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Spectral Distribution of the ANITA Neutron Beam


At the Gustav Werner Cyclotron of The Svedberg Laboratory (TSL) in Uppsala, the high-intensity neutron beam ANITA (Atmospheric-like Neutrons from thIck TArget) is generated by bombarding a 25 mm thick tungsten target with 178 MeV protons. In the lethargy representation, the energy-weighted spectral yield EYE, shows a so-called spallation peak at approx. 100 MeV and an evaporation peak at approx. 1 MeV. This spectral distribution is, thus, similar to that of the neutron components of the ambient background radiation induced by the primary cosmic radiation. The ANITA beam is therefore used especially for the investigation of radiation-induced failures in semi-conductor data memories (SRAM). For these experiments, especially the high-energy share of the spectral neutron distribution above approx. 10 MeV is important.

The characterisation of the spectral distribution by means of the time-of-flight method is made difficult by the unfavourable time structure of the proton beam. The time interval between the proton pulses is only 44 ns. In contrast, the duration of a pulse is, with 5 ns, relatively large. Therefore, it is necessary to use a relatively long flight path of approx., 15 m in order to obtain a sufficient energy resolution. Thereby, however, only neutrons with energies higher than 70 MeV have flight paths short enough to be clearly attributed to one proton pulse. For low-energy neutrons, this attribution is ambiguous and leads to a so-called "frame overlap background" in the experimental time-of-flight spectra.

Within the scope of a measurement campaign supported by the EFNUDAT Project [1], time-of-flight measurements were therefore performed with a 238U fission ionisation chamber on the ANITA beam, and a procedure was developed by which the "frame-overlap background" can be reliably determined. By combining measurements at different distances, it was possible to experimentally determine the spectral distribution above approx. 13 MeV. For this purpose, the shape of the spectral distribution to be expected for ANITA was described by a model function. This model is based on spectral distributions which were calculated with the neutron transport code MCNPX [2] using the nuclear data library TENDL [3]. The model parameters describing the high-energy spallation peak were determined with the WinBUGS [4] software from the experimental data and the already existing information using a Bayesian procedure for the estimation of parameters. Thereby, all the available experimental data were used in a consistent and equal way. Besides the parameter values, this procedure also provides the uncertainties and the correlations of the estimated parameter values. The parameters for the low-energy evaporation peak were taken from the transport computations.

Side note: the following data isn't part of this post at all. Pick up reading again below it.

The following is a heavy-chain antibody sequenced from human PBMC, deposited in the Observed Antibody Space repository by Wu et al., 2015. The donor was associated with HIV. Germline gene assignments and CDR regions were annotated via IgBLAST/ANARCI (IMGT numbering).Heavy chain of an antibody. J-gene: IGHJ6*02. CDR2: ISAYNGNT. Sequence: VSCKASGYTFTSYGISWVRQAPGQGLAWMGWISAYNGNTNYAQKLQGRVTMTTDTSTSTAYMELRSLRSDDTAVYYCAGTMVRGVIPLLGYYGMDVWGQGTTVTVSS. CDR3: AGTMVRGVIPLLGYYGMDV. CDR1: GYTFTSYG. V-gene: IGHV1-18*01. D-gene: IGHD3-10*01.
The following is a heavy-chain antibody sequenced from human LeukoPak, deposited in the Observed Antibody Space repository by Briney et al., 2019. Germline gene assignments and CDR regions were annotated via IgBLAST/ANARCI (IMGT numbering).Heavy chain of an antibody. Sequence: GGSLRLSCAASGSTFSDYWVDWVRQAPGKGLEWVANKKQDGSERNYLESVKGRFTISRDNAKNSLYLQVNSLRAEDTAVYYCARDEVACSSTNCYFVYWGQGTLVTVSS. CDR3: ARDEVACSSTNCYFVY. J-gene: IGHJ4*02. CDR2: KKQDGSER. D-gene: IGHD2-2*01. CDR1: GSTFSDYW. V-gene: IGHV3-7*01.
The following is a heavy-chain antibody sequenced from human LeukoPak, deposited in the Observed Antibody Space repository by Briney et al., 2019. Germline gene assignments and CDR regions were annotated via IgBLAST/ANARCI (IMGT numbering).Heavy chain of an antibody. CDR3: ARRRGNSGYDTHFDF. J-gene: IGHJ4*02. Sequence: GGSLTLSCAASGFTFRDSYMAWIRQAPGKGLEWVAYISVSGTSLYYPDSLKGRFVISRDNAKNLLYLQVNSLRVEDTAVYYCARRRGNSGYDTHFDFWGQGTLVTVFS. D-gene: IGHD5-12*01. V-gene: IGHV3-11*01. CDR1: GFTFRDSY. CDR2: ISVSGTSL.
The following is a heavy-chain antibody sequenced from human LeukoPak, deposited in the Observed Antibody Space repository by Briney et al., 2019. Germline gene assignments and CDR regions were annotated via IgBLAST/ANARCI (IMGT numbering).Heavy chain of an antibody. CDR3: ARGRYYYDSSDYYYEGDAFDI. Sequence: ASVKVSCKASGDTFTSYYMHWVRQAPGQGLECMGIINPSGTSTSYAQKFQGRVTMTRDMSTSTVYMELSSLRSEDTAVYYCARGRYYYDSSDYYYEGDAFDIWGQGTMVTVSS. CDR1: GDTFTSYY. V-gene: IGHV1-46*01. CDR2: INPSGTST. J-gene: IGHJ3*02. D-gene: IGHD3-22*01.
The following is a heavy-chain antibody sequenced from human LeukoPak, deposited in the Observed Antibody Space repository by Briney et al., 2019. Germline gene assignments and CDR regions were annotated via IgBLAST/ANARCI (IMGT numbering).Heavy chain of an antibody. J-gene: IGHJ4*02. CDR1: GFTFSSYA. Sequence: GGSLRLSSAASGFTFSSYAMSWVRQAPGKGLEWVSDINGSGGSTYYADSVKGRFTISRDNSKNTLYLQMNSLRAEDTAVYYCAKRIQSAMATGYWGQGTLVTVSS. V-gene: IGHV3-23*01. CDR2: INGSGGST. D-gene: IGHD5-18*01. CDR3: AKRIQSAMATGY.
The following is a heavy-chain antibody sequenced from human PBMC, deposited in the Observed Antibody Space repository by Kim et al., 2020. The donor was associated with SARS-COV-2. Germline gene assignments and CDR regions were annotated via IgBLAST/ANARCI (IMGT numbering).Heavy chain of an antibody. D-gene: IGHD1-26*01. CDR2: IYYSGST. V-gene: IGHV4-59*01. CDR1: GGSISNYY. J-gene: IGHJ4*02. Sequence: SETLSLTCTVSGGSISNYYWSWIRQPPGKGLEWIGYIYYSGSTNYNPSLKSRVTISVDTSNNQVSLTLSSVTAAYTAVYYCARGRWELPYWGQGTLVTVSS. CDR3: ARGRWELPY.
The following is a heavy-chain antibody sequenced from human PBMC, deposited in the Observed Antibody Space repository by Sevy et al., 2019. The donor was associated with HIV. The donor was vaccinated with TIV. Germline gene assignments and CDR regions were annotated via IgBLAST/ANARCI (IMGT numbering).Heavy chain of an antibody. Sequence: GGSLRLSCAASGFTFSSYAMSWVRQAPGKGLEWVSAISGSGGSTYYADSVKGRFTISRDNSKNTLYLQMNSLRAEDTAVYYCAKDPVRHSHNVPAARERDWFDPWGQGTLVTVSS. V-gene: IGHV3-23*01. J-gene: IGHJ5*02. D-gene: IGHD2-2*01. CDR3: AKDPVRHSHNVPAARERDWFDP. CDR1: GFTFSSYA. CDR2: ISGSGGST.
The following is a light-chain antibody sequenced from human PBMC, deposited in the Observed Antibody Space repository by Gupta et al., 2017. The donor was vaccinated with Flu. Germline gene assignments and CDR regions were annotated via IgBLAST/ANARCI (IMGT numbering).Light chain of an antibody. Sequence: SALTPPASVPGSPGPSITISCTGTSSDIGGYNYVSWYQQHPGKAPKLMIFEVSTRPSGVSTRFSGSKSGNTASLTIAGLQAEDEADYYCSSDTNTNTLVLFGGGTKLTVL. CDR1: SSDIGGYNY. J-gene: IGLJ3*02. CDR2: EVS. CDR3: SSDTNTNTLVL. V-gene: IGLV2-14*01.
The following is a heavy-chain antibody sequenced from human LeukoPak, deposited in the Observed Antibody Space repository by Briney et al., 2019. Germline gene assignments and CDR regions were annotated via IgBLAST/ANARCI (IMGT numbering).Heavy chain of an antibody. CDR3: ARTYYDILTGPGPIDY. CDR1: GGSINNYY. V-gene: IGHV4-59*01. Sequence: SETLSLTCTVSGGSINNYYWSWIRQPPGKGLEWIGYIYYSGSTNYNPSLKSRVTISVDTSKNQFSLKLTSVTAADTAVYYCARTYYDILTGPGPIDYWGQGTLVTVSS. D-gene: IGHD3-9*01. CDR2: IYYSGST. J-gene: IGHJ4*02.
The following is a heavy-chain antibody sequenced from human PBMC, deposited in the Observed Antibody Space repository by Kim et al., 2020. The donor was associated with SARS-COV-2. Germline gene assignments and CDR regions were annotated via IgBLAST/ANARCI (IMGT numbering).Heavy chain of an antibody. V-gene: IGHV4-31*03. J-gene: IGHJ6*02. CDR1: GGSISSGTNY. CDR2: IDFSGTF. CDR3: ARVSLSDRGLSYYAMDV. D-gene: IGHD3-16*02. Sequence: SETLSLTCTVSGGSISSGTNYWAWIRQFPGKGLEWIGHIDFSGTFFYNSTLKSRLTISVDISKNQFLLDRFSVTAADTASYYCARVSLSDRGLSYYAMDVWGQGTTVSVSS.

Figure 1 shows four experimental time-of-flight spectra for various flight paths, as well as the time-of-flight distribution computed on the basis of the model of the spectral distribution, and the "frame-overlap" background. In Figure 2, the model function for the spectral distribution, as well as the spectral distribution determined on the basis of the time-of-flight spectra and computed with MCNPX are shown. All distributions are normalized to the electrical charge of the protons hitting the tungsten target. The deviations between the model function and the experimental results which are noticeable at high neutron energies can partly be attributed to the relatively poor time resolution of the 238U fission ionisation chamber and of the proton beam. Under such conditions, the procedure of parameter estimation is no longer sensitive for the precise shape of the spectral distribution close to the maximum energy. The lower energy limit of the spectral distribution determined by means of the above-described method is basically due to the shortest flight path which is possible owing to the set-up of the ANITA facility.

Figure 1 : Neutron time-of-flight distributions for different flight paths. The histogram renders the experimental distributions determined on the ANITA beam by means of a 238U fission ionisation chamber. The blue line shows the frame overlap background, while the red line represents the total time-of-flight distribution computed on the basis of the model function for the spectral distribution. The TOF parameter corresponds to the difference between a time zero point, which is different for each partial image, and the arrival time of the neutrons at the fission ionisation chamber.

Figure 2 : Spectral yield YE per target charge Q of the ANITA beam. The black histogram shows the spectral yield computed from the time-of-flight measurements after subtraction of the frame overlap underground, and the blue line represents the model function. The parameters of the function were determined using WinBUGS from the time-of-flight spectra. The red histogram renders the results of the simulation with MCNPX.


  1. European Facilities for Nuclear Data Measurements (EFNUDAT), website www.efnudat.eu
  2. D.B. Pelowitz, Laboratory Report LA CP 050369, Los Alamos National Laboratory (2005)
  3. A.J. Koning and D. Rochman, Report JEFF-DOC 1262, November 17, 2008
  4. D.J. Spiegelhalter, A. Thomas and N.G. Best, WinBUGS Version 1.4, MRC Biostatistics Unit (2003), the WinBUGS software is available on the Internet at http://www.mrc-bsu.cam.uk/bugs